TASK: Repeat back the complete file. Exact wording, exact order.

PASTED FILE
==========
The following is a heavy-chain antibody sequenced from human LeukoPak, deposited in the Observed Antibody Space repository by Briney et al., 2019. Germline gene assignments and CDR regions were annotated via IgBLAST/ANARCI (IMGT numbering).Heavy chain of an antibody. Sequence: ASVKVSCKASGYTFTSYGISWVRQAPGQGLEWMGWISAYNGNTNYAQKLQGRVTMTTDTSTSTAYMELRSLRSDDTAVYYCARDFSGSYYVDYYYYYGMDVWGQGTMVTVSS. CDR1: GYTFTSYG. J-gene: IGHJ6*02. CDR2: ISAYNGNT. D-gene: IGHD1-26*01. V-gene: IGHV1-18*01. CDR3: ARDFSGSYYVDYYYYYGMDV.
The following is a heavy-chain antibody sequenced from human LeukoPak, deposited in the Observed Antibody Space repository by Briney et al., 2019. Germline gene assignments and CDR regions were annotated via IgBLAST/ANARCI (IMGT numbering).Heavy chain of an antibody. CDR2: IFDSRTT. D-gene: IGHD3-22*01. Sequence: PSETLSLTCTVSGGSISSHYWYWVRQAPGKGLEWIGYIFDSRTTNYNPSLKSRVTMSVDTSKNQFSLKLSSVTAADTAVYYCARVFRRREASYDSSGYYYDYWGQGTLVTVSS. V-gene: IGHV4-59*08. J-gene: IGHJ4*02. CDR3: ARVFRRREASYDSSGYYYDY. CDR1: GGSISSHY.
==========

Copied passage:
The following is a heavy-chain antibody sequenced from human LeukoPak, deposited in the Observed Antibody Space repository by Briney et al., 2019. Germline gene assignments and CDR regions were annotated via IgBLAST/ANARCI (IMGT numbering).Heavy chain of an antibody. Sequence: ASVKVSCKASGYTFTSYGISWVRQAPGQGLEWMGWISAYNGNTNYAQKLQGRVTMTTDTSTSTAYMELRSLRSDDTAVYYCARDFSGSYYVDYYYYYGMDVWGQGTMVTVSS. CDR1: GYTFTSYG. J-gene: IGHJ6*02. CDR2: ISAYNGNT. D-gene: IGHD1-26*01. V-gene: IGHV1-18*01. CDR3: ARDFSGSYYVDYYYYYGMDV.
The following is a heavy-chain antibody sequenced from human LeukoPak, deposited in the Observed Antibody Space repository by Briney et al., 2019. Germline gene assignments and CDR regions were annotated via IgBLAST/ANARCI (IMGT numbering).Heavy chain of an antibody. CDR2: IFDSRTT. D-gene: IGHD3-22*01. Sequence: PSETLSLTCTVSGGSISSHYWYWVRQAPGKGLEWIGYIFDSRTTNYNPSLKSRVTMSVDTSKNQFSLKLSSVTAADTAVYYCARVFRRREASYDSSGYYYDYWGQGTLVTVSS. V-gene: IGHV4-59*08. J-gene: IGHJ4*02. CDR3: ARVFRRREASYDSSGYYYDY. CDR1: GGSISSHY.